Staff holds workshop to discuss concepts affecting boys and young men


Aurora Phillips

Issues surrounding masculinity, relationships and consent were all discussed during the sessions held for boys in each grade. Photo Illustration

Christopher Corriveau, Staff Writer

A workshop was recently held for all male high school students to hold an honest and open discussion on several topics that relate to boys and men.

Organized by male staff of GCAA in response to several events being held for female students earlier in the year, the workshop addressed the topics of gender identity, relationships, and consent, respectively. The workshop also covered topics encompassed by the main three, such as fatherhood and intimacy. It was structured this way for one topic to lead into the next, according to history teacher Evan Smith, creator of the workshop.

“If we know what it means to be a man and have defined that to ourselves in a way that is affirming to our whole selves, then we have an idea of what it means to have positive relationships with people,” said Smith, “Then concepts of consent are easier to break down and understand. That’s kind of an overview of the workshop. It’s design.”

The workshop was held with male students from every high school grade, which were called down to the Sun Theatre auditorium one grade at a time over the course of the day. The workshop lasted all day and was considered successful by both students and staff.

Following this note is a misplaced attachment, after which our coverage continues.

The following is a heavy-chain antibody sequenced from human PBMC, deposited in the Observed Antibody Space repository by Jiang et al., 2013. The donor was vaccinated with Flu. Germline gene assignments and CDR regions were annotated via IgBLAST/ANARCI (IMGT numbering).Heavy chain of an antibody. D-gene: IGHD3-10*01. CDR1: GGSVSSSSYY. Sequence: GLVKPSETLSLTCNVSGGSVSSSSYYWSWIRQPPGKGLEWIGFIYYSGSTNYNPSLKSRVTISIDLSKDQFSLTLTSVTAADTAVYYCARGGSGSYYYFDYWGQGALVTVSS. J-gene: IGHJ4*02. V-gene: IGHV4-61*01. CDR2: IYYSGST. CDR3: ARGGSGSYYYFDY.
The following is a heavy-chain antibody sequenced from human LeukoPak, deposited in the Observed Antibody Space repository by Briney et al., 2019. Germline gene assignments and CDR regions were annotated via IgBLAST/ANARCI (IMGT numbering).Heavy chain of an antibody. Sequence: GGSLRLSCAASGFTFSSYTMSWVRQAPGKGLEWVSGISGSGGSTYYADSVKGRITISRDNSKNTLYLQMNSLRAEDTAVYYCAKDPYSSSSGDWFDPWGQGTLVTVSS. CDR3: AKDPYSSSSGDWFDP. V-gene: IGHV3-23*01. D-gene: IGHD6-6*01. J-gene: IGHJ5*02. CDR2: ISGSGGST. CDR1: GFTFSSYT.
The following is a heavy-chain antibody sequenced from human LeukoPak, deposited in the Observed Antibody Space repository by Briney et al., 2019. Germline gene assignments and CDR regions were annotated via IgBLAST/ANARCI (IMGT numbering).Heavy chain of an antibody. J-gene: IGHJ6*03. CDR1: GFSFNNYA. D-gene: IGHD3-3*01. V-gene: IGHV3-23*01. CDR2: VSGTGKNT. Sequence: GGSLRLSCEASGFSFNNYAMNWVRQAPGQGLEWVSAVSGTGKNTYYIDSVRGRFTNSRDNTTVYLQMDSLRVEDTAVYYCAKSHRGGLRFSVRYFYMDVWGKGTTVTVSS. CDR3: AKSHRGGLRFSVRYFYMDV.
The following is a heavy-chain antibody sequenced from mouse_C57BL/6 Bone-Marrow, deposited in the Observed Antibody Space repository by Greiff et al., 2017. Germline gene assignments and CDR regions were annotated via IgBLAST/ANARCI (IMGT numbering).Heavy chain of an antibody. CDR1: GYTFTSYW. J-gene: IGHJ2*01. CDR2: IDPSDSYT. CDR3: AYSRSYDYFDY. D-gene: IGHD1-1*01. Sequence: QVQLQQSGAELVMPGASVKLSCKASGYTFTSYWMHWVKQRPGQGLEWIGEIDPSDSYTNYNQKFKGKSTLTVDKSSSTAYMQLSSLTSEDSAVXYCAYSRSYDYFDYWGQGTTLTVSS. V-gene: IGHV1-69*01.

“I think one takeaway that I noticed immediately was how mature and thoughtful the boys were, and how serious they were about the topic, and honest about their feelings they were regarding these complicated issues,” said Ben Dinwiddie, who helped prepare the workshop. “We set a high expectation and our young men rose to that expectation.”

There are plans to continue the discussions held in the workshop over the course of the next year through an all-male advisory specifically dedicated to organizing similar events. The advisory would be named MANifest, and consist of students from every grade to address cultural ideas of consent, manhood, and more in workshops and events of their own.

“The world isn’t a beautiful place, and it won’t be soon,” said senior Cameron Johnson. “Sometimes the only thing we can do is be aware that there’s people that don’t have the best interest for you. Y’know, we probably can’t change the world, but we can change ourselves, and be the change that we’re looking for in the world.”